It might not have been the proper way to address his future mother-in-law, but Lavinia treated Jonathan and the rest of his family with a grudging respect after that day.

Suddenly, his thoughts were interrupted when an all too familiar figure; moving against those twinkling stars and planets caught his eye. A deep chuckle rumbled in his chest.

“Martha! Set out another plate! Company’s coming.”

A merry laugh echoed out of the kitchen. “He’s right on time.”

He called back, “You knew he would be here tonight?”

Over the clatter of plates and glasses, she answered. “Of course not, Jonathan, but according to the national news, a heat wave was making evenings in Metropolis simply miserable. Wouldn’t it make sense that our boy comes here rather than the Antarctic to escape all that oppressive city heat and humidity?”

As Martha’s quick and energetic steps came towards the porch, Jonathan got up and opened the screen door. She was carrying a large tray laden with three plates. On top of each plate was a generous slice of watermelon. Also on the tray were three tall glasses of lemon iced tea, topped with a jaunty, bright green sprig of mint, plucked fresh from the garden.

Jonathan chuckled, “Our boy may not feel heat and cold the way we do, but he never could resist spending time on the porch with us on nights like this.”

“Especially when there’s a light, refreshing dessert like this just waiting to be eaten! Look, that’s him landing now.” Martha said this as she placed the tray on a sturdy, wooden coffee table Jonathan had built right after she had finally accepted his third proposal of marriage.

In the gathering darkness, they could barely make out that Clark had touched down at the far end of the dry, gravelly road near a patch of stiffly erect, plains muhly grass. Wearing blue jeans and a white t-shirt, he walked up the long driveway to the house with a carelessly easy stride, exactly as he had done as a boy after playing softball with his friends.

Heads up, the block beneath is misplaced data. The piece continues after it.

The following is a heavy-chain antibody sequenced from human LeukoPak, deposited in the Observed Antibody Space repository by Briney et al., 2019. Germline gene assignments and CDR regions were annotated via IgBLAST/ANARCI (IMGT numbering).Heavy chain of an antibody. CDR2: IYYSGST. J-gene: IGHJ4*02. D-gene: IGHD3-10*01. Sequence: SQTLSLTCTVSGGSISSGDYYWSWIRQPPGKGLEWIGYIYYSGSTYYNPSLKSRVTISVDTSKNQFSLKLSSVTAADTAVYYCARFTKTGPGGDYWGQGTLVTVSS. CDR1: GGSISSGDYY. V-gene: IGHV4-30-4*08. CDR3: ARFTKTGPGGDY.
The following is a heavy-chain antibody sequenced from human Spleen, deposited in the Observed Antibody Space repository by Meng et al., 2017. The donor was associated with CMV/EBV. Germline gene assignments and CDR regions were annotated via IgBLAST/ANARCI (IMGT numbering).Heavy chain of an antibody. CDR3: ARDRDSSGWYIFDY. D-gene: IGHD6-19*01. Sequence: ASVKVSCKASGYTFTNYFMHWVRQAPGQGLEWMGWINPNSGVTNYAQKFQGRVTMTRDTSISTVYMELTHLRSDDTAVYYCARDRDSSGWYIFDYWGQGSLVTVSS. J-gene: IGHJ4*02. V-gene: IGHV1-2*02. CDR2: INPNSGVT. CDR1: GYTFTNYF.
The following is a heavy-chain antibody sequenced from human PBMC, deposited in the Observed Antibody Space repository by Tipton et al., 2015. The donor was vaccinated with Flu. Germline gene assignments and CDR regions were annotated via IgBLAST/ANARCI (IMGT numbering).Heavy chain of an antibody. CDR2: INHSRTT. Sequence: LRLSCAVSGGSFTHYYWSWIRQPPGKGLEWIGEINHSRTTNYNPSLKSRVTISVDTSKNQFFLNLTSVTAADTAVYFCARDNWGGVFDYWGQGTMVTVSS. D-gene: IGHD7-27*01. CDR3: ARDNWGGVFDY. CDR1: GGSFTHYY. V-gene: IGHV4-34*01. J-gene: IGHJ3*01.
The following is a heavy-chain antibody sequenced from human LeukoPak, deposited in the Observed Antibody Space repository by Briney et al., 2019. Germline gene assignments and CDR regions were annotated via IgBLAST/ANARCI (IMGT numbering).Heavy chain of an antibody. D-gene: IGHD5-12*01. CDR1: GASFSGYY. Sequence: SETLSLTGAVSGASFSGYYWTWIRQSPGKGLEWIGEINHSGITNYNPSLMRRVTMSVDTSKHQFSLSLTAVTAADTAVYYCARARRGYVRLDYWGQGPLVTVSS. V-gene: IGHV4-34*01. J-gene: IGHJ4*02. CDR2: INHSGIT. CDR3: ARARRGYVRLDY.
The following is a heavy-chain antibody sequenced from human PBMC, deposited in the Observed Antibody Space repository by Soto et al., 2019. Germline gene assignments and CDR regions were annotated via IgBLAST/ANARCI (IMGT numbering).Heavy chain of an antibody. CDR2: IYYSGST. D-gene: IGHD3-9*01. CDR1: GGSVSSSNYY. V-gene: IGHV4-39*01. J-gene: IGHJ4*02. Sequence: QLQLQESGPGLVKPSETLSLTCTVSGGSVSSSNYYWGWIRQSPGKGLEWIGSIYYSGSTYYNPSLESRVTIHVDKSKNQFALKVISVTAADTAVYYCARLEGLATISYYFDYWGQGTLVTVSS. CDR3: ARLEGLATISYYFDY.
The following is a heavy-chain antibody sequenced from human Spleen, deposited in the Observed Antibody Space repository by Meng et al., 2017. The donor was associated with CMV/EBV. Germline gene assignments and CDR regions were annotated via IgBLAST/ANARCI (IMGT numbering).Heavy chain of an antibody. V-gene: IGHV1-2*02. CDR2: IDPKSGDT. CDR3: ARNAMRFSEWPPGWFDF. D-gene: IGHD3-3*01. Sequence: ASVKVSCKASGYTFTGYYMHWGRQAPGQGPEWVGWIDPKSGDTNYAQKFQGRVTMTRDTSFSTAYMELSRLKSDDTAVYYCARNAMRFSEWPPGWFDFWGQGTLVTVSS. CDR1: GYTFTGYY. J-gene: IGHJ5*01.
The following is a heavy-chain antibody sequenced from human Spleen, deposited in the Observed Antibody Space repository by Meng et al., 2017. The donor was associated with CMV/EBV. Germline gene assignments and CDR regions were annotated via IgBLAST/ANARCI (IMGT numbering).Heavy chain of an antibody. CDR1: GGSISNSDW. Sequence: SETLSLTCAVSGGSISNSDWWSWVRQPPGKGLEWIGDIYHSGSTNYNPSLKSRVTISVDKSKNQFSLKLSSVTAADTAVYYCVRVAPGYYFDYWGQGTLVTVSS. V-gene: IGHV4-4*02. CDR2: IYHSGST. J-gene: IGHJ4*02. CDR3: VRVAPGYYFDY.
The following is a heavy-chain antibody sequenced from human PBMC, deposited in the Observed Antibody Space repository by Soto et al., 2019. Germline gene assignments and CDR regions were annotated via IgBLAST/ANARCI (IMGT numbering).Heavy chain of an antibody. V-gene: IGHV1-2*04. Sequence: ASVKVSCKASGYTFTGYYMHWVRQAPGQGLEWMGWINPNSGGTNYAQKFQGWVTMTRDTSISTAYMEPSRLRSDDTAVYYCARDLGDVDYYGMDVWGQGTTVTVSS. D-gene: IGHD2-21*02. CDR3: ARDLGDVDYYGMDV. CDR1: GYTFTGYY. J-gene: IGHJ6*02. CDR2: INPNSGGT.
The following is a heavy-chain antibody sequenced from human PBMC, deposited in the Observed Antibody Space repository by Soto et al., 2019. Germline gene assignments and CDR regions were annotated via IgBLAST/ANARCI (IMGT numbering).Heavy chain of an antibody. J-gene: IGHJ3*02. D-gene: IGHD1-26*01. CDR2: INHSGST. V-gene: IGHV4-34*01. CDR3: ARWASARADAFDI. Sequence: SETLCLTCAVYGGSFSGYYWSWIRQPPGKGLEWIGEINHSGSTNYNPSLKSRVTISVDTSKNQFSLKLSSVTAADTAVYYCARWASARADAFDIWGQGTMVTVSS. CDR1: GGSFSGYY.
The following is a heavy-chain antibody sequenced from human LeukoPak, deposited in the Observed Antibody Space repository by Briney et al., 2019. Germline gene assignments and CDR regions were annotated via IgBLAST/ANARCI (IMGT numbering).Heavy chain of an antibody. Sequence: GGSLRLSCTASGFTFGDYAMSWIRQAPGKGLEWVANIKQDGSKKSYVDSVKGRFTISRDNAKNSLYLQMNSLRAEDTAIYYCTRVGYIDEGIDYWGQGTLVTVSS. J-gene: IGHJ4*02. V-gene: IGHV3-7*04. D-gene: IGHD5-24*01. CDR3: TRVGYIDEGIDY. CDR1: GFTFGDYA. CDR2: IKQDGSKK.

“Hi, Mom! Dad!” He called out waving his arm in greeting.

“Come for a little dessert son? Your mother just brought some cold watermelon out.” Jonathan responded.

Clark took the wooden steps two at a time and set foot on the porch with his parents. He hugged his mother and father. “Dad, nothing beats a chunk of sweet watermelon on a summer’s evening, especially after a game of basketball with Pete and the guys. Normally I don’t sweat but with this recent heat … that long, cold shower felt great when I got home.”

“Yeah, but does your apartment get decent air-conditioning? That landlord was more interested in making a fast buck than seeing to your comfort. How you and Pete live in the big city is beyond me.” Jonathan shook his head in bewilderment.

Deciding to set his father’s mind at rest, Clark sat down and said, “My place is fine. The A/C works great and don’t forget I have a balcony which gets a pretty decent breeze at night. Pete’s place is better situated than my own. He lives on the fifth floor and has large windows on either side so the cross breeze keeps that apartment comfortable. Please Dad, don’t worry about us. Pete’s lived in Metropolis longer than me; he knows how things work there.”

Martha handed him his plate and said. “Speaking of work, did you know Phil Irig landed a job with EPRAD?”

“No kidding? When did that happen?” Clark asked.

“Oh, Wayne told us this about a week ago. Phil might be contacting you and Pete very soon to ask advice about where to live.”

Jonathan shook his head, “Martha, remember that Memorial Day when he left his science experiment unattended in the back shed and it blew up? Wayne wasn’t too happy with the boy.”

“Yeah, it took the better part of a day to help them clean up the mess ­— and the smell!” Clark shuddered from the memory. His powers had just begun to really strengthen and for some reason his sense of smell had been quite — sensitive. To this day, the odor of swamp grass, no matter how light, made him queasy.